Where Many Paths Intertwine

Where am I Issue 216 Nov, 2019

It was spring, and the weather was rosy and lovely. A sparrow gently flew in and perched itself on the gajur (spire) of the roof of the traditional resting stop, or pati, which was circular in form. The roof was the shape of an umbrella, from which the name of the place was derived. The structure is situated at the confluence of six roads: one leading to Basantapur; another to Asan and other different roads heading towards Thamel, Paknajol, Dhobichaur and Dhalko. The sparrow chirped oblivious to the fact that so many bhajans had taken place in it. My own grandfather used to play the harmonium in those bhajans in this same pati. In a way, there happens to be an unlikely affinity between those who played in the bhajans, and the bird. Both of their singing talents are the result of divine blessings. So many people must have found respite in this structure during their long journeys in the old days. And the sparrow definitely had no idea how the pati now found itself in the middle of innumerable traffic jams.

These resting stops were built so that travelers might find a place to sleep at night during their tediously lengthy journeys. It was an act of endearing thoughtfulness on the part of the area’s inhabitants. It is also cultural as we, Hindus, regard guests as Gods and are known for our incredible hospitality. But they must have expected their generosity to be returned, as they hoped to find such resting stops when they themselves were obligated to travel. In those days, people were mostly self-sufficient, obtaining almost all of their necessities from their farm or their community. So, why did they travel? Was traveling such a big trend as it is now? Or were they traveling for religious purposes? After all, our scripture dictates that our lives are incomplete unless we have been to a certain number of religious destinations.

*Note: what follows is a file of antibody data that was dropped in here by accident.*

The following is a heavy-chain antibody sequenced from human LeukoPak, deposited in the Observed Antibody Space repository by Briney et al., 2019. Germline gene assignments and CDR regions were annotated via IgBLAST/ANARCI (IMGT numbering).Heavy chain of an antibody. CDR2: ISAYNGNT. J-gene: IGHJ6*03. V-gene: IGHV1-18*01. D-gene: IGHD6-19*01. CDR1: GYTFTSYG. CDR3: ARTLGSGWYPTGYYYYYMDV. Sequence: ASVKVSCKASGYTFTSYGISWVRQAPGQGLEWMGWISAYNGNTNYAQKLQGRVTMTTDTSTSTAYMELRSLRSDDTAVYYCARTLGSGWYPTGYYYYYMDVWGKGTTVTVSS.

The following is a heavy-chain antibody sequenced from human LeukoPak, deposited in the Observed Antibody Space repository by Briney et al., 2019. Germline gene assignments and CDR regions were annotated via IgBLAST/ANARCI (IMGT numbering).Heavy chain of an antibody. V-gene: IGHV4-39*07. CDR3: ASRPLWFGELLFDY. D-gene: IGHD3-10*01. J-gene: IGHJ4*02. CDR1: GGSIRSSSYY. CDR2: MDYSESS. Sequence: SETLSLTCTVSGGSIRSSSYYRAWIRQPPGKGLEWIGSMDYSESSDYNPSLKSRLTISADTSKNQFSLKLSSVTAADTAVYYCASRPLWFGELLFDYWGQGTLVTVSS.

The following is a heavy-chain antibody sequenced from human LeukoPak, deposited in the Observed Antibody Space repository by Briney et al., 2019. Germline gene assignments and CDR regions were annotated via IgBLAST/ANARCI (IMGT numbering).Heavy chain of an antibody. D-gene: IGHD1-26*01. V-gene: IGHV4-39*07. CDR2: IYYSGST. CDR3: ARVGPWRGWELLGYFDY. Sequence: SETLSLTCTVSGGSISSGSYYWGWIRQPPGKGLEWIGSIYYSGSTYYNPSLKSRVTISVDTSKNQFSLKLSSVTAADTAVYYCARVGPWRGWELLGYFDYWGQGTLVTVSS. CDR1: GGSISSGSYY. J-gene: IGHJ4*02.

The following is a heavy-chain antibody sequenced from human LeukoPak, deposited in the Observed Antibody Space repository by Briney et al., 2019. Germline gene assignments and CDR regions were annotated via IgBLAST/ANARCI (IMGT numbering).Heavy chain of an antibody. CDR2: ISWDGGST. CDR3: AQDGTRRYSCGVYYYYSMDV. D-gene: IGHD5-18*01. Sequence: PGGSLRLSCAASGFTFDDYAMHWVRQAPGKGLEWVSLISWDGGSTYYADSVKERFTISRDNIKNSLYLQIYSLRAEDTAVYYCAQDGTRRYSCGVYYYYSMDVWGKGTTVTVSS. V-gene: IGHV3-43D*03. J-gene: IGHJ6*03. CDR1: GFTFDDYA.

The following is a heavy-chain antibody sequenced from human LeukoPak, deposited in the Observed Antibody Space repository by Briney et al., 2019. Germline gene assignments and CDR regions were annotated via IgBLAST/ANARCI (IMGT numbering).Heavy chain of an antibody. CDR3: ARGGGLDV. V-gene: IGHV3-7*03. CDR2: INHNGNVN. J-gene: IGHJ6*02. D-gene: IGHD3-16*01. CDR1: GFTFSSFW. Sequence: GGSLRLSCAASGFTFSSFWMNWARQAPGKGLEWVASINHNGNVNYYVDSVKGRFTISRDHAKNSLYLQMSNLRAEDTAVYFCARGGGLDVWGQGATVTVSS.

In front of the pati there stands a small temple of the Lord Bhairab. Bhairab is generally believed to be a guardian deity of the community, protecting them from evil. Across the road is a temple of Saraswati. I remember as a kid, I used to write my name on the temple with chalk on Shree Panchami. Doing so was believed to increase our knowledge and wisdom. Names and letters were scrawled all over the temple on that day by the local inhabitants, especially the children. Shops have been opened in the buildings around it (you know how commercial Kathmandu has become). There is even a big hospital some meters from it. It has become a place where modernity and traditions co-exist.

On Indra Jatra, a big pile of Samay Baaji is kept in front of the pati. All the members of the community are invited to take part in the feast. Baaji (beaten rice) with choila, aloo achar, fried fish, hard-boiled eggs, local alcohol (aila) and other various delicacies comprise a mouth smacking meal. On Gatha Muga Chare, the pati witnesses the burning of an effigy of the demon, Ghanta Karna. According to the myth, the demon wore bells on his ears to drown out the name of the Gods with their ringing. On this day, he was believed to have been defeated and the locals freed from his brutal tyranny. Back in the day, bhajans were a big part of local daily life. In the evenings, people used to gather in the pati. They played instruments and sang, drowning their worldly sorrows with their musical tribute to God. Bhajans were a communal affair. Nowadays, people prefer live music in bars (in the nearby Thamel) to bhajans. How times have changed!
This pati runs in the veins of the locals. It has become a stage on which their stories play out. It really is a place where many paths of life intertwine.